By Bob ‘The Record Guy’ Paxon
We finish up our look at WNY’s Audition records label with the Audition release that’s the closest to ‘home’ – the suburbs of Buffalo. And right on time. One of its creators made a special appearance in town last night!
The minds of teenagers in garage bands across the country worked in remarkably similar ways. It seems that every large city had a ‘Rogues.’ As a result, trying to get info on one Rogues could sometimes be confused by the many, many Rogues who released 45s across the USA in the mid-Sixties. The internet has made it a lot easier to get accurate info. But the Rogues story was nailed down long ago. It’s pretty straightforward – three releases only, on two local labels. Nothing more, nothing less.
I won’t tell the Rogues’ whole story here. At least not today. Lots of info is already available on the net. But more important: it’s a great story and deserves a more in-depth telling than I can give here. Someone should write a book.. or at least a very lengthy article. Maybe someone will!
Why you should care? In the glory days of British Invasion-influenced garage rock, the Rogues were at the top of the heap locally. They had a great name; a great look (vaguely British-looking band uniforms); fantastic equipment – Vox Beatle amplifiers and Gretsch guitars – matching that of their idols; and sharp instrumental skills and great vocal harmonies. Eventually they had their own teen nightclub, The Rogues Gallery (on Niagara Falls Blvd). They got to make records. And they had a large fan club – of mostly teenage girls.
In short, they were living the dream.
In terms of the classic years of teenage R&R combos, 1965-66 is the pinnacle. American teens had heard the sounds of early American R&R bounced back to them via the British groups. They varied from the more melodic groups like The Beatles and Seachers to the more raw Kinks and Pretty Things, the bluesy Rolling Stones and Them, the powerful Who, and most important – the guitar heroics of The Yardbirds.
The Rogues combined all of these. On record they tended to the more melodic side, mixing in sounds from the USA via The Byrds and The Monkees. Five of their six sides are just that. Only one side is different, only one side reflects the power the group could summon when playing to their peers: their version of “Train Kept A-Rolling.”
“Train” had a long history, interpreted differently but always with great results. Tiny Bradshaw did it first, in jump/ R&B style. Johnny Burnette & The Rock’N’Roll Trio turned it into a Rockabilly classic. The Yardbirds added cutting-edge flashy guitar courtesy of Jeff Beck. It’s the Yardbirds version which the Rogues used as a starting point for their 1966 recording. Maybe they had
seen the Yardbirds play it when they’d played at The Peppermint Stick (also on Niagara Falls Blvd.) half a year earlier. That’s more than likely for these Anglophile guitar enthusiasts!
The Yardbirds recorded a second version during the short time in which Jimmy Page was in the band at the same time as Beck. They were asked to record it for the film Blow-Up (after The Who turned down the gig) but rewrote the lyrics to avoid copyright problems and titled it “Stroll On.” It was incorporated with a classic scene in which Beck smashes his guitar.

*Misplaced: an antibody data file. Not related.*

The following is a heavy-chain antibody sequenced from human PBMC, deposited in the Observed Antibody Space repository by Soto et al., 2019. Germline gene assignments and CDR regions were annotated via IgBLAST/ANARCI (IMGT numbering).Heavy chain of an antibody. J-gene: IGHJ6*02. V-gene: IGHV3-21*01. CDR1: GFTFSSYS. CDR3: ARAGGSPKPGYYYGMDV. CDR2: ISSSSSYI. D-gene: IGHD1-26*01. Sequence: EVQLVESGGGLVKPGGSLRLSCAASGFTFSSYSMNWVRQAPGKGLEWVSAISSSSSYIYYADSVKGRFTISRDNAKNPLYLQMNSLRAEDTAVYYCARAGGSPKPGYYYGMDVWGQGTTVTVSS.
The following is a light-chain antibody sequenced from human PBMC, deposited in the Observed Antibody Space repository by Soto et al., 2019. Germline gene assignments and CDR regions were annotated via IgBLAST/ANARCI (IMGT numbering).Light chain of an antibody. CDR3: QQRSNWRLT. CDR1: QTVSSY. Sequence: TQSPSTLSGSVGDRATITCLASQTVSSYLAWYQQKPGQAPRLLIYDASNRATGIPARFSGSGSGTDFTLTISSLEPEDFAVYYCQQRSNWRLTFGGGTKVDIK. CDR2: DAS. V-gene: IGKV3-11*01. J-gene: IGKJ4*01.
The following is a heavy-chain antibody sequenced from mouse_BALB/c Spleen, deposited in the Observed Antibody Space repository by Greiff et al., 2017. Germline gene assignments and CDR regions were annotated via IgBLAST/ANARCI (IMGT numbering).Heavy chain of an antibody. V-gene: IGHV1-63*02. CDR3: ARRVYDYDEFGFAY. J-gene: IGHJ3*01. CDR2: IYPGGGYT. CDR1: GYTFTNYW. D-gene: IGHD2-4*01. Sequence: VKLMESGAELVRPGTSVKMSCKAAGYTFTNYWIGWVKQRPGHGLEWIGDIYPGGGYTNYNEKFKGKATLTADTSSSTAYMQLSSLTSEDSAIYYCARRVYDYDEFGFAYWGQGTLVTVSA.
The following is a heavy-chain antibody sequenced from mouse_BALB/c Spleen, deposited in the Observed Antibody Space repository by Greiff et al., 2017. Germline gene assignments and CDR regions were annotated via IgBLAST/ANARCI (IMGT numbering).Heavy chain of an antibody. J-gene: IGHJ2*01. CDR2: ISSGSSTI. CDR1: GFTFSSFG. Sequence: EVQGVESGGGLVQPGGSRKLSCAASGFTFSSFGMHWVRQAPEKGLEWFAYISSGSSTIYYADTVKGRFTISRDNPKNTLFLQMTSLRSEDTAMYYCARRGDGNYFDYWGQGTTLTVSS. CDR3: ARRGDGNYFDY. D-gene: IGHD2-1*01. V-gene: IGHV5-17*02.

In any case, the Rogues took the Yardbirds’ version into another dimension. Remember that this was 1966… our modern ears, used to the acid rock and psychedelic music that happened later, may not realize how shocking this record must have sounded. More psychotic than psychedelic, this kind of grungey noise and aggression typifies what is now called “garage punk.” The feedback and fuzz and pounding rhythm are typical – but the vocalists’ squeals and strange enunciation are NOT. Maybe he doesn’t know the actual words.. maybe they were trying to incorporate the lyrics from “Stroll On”, dimly-remembered after seeing the film.
The Rogues’ “Train” is considered a classic of garage punk. And the B-side original “You Better Look Now” is perfect folk rock – covered early-on by Rochester’s The Chesterfield Kings – making this record legendary as a perfect two-sider. It’s now much sought-after. But on release in 1966, Audition 6110 went nowhere beyond some local sales, like all Audition releases. Ditto for their two 45s on Buffalo’s Thunderbird label.
The Rogues went on other things but one Rogue reached great success in the music business. Michael Spriggs was originally from England, giving this Buffalo band fantastic authenticity in this British Invasion era. He had come to Buffalo to attend college. After the Rogues break-up he played in various formats around town, concentrating more on acoustic guitar. He moved to Nashville in 1971 and worked as lead guitarist in Eddie Rabbitt’s band for six years, subsequently becoming a session played. As a sessionist he’s attained absolute top of the heap status, having been considered an A-list played for 25 years or more. He’s played on many #1 records, played on over 5.000 live, radio and television shows (!), recorded his own solo albums, been featured on the covers of guitarist’s magazines, and is sought-after by equipment manufacturers for his endorsements.
I had the chance to talk to him once. He told me that new equipment is delivered to his house for him to try out -gratis – on a daily basis; yet it would never beat the thrill he got out of getting that first Gretsch Country Gentleman and Vox Super Beatle amp in 1965 in Buffalo.
Mike Spriggs came back to Buffalo this week to perform with fellow Buffalonian guitar sessionist Ed Supple at Ed’s induction into the Buffalo Music Hall Of Fame (Mike is a previous inductee). A lot of music might come to people’s minds on seeing Mike play here again, but I doubt anyone would expect to hear ANYTHING like this bast from the 1966 past.